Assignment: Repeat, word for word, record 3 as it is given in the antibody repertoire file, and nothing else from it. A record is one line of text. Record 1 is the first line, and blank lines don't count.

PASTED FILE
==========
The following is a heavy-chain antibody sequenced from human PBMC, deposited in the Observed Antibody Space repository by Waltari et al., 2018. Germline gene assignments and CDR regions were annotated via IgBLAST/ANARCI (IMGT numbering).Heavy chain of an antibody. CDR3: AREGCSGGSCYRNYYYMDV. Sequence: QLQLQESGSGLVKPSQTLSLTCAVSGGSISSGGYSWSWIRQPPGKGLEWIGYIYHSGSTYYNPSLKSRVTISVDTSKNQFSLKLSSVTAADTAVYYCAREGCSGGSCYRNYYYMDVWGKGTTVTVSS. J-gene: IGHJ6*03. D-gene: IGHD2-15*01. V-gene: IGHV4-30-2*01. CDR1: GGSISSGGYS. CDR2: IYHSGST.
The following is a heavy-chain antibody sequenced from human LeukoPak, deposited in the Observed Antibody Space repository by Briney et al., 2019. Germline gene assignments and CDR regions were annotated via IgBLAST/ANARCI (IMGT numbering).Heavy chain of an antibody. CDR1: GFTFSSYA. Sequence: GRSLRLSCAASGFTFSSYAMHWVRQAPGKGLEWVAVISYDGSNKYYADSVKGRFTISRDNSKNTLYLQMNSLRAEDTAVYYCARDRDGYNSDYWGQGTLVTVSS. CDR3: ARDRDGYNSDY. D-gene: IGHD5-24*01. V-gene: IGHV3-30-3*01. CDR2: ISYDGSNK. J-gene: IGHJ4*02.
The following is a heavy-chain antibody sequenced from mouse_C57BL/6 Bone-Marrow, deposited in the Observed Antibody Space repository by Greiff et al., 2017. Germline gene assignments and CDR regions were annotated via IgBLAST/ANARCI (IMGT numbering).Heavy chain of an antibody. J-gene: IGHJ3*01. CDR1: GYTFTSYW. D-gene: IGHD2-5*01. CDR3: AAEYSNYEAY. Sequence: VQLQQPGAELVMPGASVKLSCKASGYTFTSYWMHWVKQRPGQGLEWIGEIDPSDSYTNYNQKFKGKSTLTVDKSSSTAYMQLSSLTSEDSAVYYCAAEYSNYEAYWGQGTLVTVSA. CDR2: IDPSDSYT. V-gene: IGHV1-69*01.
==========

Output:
The following is a heavy-chain antibody sequenced from mouse_C57BL/6 Bone-Marrow, deposited in the Observed Antibody Space repository by Greiff et al., 2017. Germline gene assignments and CDR regions were annotated via IgBLAST/ANARCI (IMGT numbering).Heavy chain of an antibody. J-gene: IGHJ3*01. CDR1: GYTFTSYW. D-gene: IGHD2-5*01. CDR3: AAEYSNYEAY. Sequence: VQLQQPGAELVMPGASVKLSCKASGYTFTSYWMHWVKQRPGQGLEWIGEIDPSDSYTNYNQKFKGKSTLTVDKSSSTAYMQLSSLTSEDSAVYYCAAEYSNYEAYWGQGTLVTVSA. CDR2: IDPSDSYT. V-gene: IGHV1-69*01.